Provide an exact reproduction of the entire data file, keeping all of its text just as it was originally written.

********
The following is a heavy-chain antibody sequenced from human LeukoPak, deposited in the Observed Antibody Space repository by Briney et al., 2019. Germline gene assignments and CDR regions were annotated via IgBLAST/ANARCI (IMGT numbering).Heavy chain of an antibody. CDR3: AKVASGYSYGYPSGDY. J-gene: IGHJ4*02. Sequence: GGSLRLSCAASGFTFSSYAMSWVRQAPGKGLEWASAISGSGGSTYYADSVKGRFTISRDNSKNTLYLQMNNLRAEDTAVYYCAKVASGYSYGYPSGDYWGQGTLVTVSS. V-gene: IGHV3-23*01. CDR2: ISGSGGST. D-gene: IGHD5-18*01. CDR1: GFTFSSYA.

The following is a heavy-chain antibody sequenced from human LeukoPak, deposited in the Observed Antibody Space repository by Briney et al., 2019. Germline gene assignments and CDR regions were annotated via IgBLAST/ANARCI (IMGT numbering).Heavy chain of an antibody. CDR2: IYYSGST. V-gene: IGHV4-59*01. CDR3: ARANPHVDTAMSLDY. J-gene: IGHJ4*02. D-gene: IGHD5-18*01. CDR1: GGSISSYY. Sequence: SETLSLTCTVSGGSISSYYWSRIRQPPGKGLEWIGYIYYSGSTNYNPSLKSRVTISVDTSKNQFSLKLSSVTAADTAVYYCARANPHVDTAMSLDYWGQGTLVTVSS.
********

The following is a heavy-chain antibody sequenced from human LeukoPak, deposited in the Observed Antibody Space repository by Briney et al., 2019. Germline gene assignments and CDR regions were annotated via IgBLAST/ANARCI (IMGT numbering).Heavy chain of an antibody. CDR3: AKVASGYSYGYPSGDY. J-gene: IGHJ4*02. Sequence: GGSLRLSCAASGFTFSSYAMSWVRQAPGKGLEWASAISGSGGSTYYADSVKGRFTISRDNSKNTLYLQMNNLRAEDTAVYYCAKVASGYSYGYPSGDYWGQGTLVTVSS. V-gene: IGHV3-23*01. CDR2: ISGSGGST. D-gene: IGHD5-18*01. CDR1: GFTFSSYA.

The following is a heavy-chain antibody sequenced from human LeukoPak, deposited in the Observed Antibody Space repository by Briney et al., 2019. Germline gene assignments and CDR regions were annotated via IgBLAST/ANARCI (IMGT numbering).Heavy chain of an antibody. CDR2: IYYSGST. V-gene: IGHV4-59*01. CDR3: ARANPHVDTAMSLDY. J-gene: IGHJ4*02. D-gene: IGHD5-18*01. CDR1: GGSISSYY. Sequence: SETLSLTCTVSGGSISSYYWSRIRQPPGKGLEWIGYIYYSGSTNYNPSLKSRVTISVDTSKNQFSLKLSSVTAADTAVYYCARANPHVDTAMSLDYWGQGTLVTVSS.